How Manhattan made a mockery of Prohibition

R Street's Kevin Kosar writes:

“It should not be forgotten,” writes historian Ellen NicKenzie Lawson, “that one possible derivation of the word Manhattan is the Native-American word manahachtanienk, which translates as ‘place of general inebriation.'” It thus should not surprise that when the federal government imposed Prohibition, New York City became the nation’s biggest scofflaw.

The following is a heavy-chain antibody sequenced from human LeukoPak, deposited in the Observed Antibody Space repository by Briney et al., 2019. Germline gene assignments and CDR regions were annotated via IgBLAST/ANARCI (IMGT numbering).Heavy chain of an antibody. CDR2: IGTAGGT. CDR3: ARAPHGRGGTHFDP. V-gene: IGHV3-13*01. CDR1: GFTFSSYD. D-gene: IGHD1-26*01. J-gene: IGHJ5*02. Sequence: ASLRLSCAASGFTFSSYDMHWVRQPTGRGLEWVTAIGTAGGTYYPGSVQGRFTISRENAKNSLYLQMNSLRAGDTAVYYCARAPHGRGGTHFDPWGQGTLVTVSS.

Drinking was a normal daily activity for many city dwellers. The poor drank in rough taverns and the working classes in beer saloons. The rich and learned had opulent clubs like the Union Club (est. 1836) and Century Association (est. 1847) where they could knock back Madeira, Champagne and anything else their bellies desired.

When Prohibition first hit the city in 1920, Mayor John F. Hylan shrugged. “I have never been a drinker or a smoker,” he told a crowd. “But that does not mean I am for Prohibition. I believe in personal freedom.” ....

Read more at http://www.rstreet.org/op-ed/how-manhattan-made-a-mockery-of-prohibition/